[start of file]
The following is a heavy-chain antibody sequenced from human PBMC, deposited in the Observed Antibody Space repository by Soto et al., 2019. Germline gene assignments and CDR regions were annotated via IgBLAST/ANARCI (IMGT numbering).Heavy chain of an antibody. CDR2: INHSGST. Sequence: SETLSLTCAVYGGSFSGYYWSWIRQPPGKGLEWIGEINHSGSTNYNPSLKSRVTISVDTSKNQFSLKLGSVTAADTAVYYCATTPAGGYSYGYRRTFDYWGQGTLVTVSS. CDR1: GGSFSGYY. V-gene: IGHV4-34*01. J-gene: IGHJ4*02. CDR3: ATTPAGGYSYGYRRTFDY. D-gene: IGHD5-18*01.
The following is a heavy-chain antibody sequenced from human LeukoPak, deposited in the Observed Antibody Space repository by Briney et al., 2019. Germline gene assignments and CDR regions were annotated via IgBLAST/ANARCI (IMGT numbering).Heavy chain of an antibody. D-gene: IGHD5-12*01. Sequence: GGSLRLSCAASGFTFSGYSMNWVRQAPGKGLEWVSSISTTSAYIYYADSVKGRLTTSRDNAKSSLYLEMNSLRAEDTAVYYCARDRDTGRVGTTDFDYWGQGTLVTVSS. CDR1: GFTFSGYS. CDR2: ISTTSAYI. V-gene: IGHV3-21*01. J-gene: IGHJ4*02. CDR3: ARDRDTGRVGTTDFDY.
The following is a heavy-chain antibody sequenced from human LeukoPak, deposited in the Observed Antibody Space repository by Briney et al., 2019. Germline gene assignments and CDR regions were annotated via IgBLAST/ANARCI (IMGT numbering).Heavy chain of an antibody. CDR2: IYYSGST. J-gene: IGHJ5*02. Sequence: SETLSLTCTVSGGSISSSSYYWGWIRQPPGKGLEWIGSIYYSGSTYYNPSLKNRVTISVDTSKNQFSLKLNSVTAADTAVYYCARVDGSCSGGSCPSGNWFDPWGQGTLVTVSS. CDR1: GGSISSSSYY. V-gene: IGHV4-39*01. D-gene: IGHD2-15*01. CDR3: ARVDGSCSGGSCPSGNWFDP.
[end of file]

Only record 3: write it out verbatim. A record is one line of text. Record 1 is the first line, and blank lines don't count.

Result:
The following is a heavy-chain antibody sequenced from human LeukoPak, deposited in the Observed Antibody Space repository by Briney et al., 2019. Germline gene assignments and CDR regions were annotated via IgBLAST/ANARCI (IMGT numbering).Heavy chain of an antibody. CDR2: IYYSGST. J-gene: IGHJ5*02. Sequence: SETLSLTCTVSGGSISSSSYYWGWIRQPPGKGLEWIGSIYYSGSTYYNPSLKNRVTISVDTSKNQFSLKLNSVTAADTAVYYCARVDGSCSGGSCPSGNWFDPWGQGTLVTVSS. CDR1: GGSISSSSYY. V-gene: IGHV4-39*01. D-gene: IGHD2-15*01. CDR3: ARVDGSCSGGSCPSGNWFDP.